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Epiphany

“Can you believe that we are looking into the tails of galaxies? That’s what they are, right?”  I walked a few paces ahead of Sarah and Ty as I listened to them marvel at the sky.  We trudged through the damp vineyard, our boots belching as they moved in and out of the thick mud.  It was almost easier to navigate our path by sound than by sight that night.  The moon had somehow disappeared; perhaps she hid behind those ubiquitous clouds that brand our Pacific Northwest winters.  Whatever the case, it made for fantastic stargazing.  Millions of miles away, they glisten far brighter than any distant city lights we could still make out.

“Sometimes when I look up at the stars, I stop thinking. It’s just—too big.”

I grinned as I eavesdropped on their wonder-filled exclamations. It occurred to me that anything anyone ever says about the beauty of the stars usually sounds trite to me. But as my mind wondered off, I realized that this wasn’t really the case this time: the sky did look absolutely incredible from where we stood. And it was just too big. There was something about the stars that night that was more beautiful than I could grasp—too beautiful, more incredible than I had remembered them ever seeming before.

It had been nearly a year since I spent any significant amount of time back in the Seattle area.  Between full-time studies and summer school, and a handful of part-time jobs to juggle at any given time, there was not much vacation in the last year. Not much time for stargazing. So I wondered if the stars looked brighter because it had been so long since I looked at them from outside the buzzing Northeastern urbanscape I now call home.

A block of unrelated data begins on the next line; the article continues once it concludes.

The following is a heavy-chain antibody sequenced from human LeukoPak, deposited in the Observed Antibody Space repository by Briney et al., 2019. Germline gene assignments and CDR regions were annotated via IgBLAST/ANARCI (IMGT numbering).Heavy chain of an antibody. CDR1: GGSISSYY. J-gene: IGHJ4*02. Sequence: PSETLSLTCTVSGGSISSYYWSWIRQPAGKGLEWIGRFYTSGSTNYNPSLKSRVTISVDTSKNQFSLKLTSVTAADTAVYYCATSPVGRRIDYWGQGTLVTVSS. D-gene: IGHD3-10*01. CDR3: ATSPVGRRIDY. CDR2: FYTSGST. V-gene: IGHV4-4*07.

And then, I wondered if it had simply been so long since I looked up at them from anywhere.  Just as distance makes the heart grow fonder, perhaps my leave from stargazing afforded this momentary, cosmic bedazzlement.  Maybe the stars weren’t really that beautiful; they were simply more striking that night because they were more foreign than before. Simple enough.

Then, I wondered whether they are always this breath taking, yet I just shrug off the wonder of the stars as a justification for my own narrow-sightedness. What if they are always shining like this, and I just don’t raise my gaze high enough to see them?  Maybe the stars are this brilliant in Boston too, I thought to myself, and I just haven’t been looking up as often.

Our muddy path opened up to a look-out with a few benches. Shivering a bit as the nighttime breeze encircled us, I sat down on the damp wood and reclined onto my back.  My shoulders relaxed and opened against the hard surface beneath me. And it was silent for sometime.  And I stopped wondering why all of us were staring up at the most amazing scene of stars.

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2 Comments

  1. Jake says:

    Great reflections. Keep up the great work! I hope you get more down time!

  2. I love looking at the stars. It reminds me of how big and amazing the Universe is and, by association, how big and amazing God is. Just think, the nearest star (other than the Sun, is Proxima Centauri) is 25.6 trillion miles away. It’s so far away, in fact, that it takes light over 4.5 years to get reach us.

    Even the Moon, in all her magnificent glory, is 230 thousand miles away. Significantly closer than Proxima Centauri, but still 1.25 light seconds away….so close yet so far.

    “God of wonders beyond our galaxy
    You are Holy, Holy
    The universe declares your Majesty
    And you are holy holy”

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